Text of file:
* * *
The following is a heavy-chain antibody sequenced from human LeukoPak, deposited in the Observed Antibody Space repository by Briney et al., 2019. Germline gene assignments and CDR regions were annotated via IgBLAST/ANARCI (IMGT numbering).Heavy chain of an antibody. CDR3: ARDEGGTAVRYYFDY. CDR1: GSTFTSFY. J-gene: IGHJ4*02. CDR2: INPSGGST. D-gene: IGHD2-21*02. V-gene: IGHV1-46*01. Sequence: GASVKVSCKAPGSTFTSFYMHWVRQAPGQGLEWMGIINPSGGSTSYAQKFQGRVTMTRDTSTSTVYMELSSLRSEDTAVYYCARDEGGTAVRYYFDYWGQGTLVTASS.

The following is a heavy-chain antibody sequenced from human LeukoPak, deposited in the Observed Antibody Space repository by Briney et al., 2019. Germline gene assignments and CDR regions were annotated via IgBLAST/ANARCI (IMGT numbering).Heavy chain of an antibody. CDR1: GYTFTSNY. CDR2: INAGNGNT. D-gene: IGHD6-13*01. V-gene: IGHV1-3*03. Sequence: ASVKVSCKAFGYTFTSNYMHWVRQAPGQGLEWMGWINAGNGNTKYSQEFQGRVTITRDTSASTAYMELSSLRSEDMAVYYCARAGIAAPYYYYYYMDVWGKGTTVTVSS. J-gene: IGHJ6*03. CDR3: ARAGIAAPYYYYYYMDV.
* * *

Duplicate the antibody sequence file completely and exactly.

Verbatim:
The following is a heavy-chain antibody sequenced from human LeukoPak, deposited in the Observed Antibody Space repository by Briney et al., 2019. Germline gene assignments and CDR regions were annotated via IgBLAST/ANARCI (IMGT numbering).Heavy chain of an antibody. CDR3: ARDEGGTAVRYYFDY. CDR1: GSTFTSFY. J-gene: IGHJ4*02. CDR2: INPSGGST. D-gene: IGHD2-21*02. V-gene: IGHV1-46*01. Sequence: GASVKVSCKAPGSTFTSFYMHWVRQAPGQGLEWMGIINPSGGSTSYAQKFQGRVTMTRDTSTSTVYMELSSLRSEDTAVYYCARDEGGTAVRYYFDYWGQGTLVTASS.

The following is a heavy-chain antibody sequenced from human LeukoPak, deposited in the Observed Antibody Space repository by Briney et al., 2019. Germline gene assignments and CDR regions were annotated via IgBLAST/ANARCI (IMGT numbering).Heavy chain of an antibody. CDR1: GYTFTSNY. CDR2: INAGNGNT. D-gene: IGHD6-13*01. V-gene: IGHV1-3*03. Sequence: ASVKVSCKAFGYTFTSNYMHWVRQAPGQGLEWMGWINAGNGNTKYSQEFQGRVTITRDTSASTAYMELSSLRSEDMAVYYCARAGIAAPYYYYYYMDVWGKGTTVTVSS. J-gene: IGHJ6*03. CDR3: ARAGIAAPYYYYYYMDV.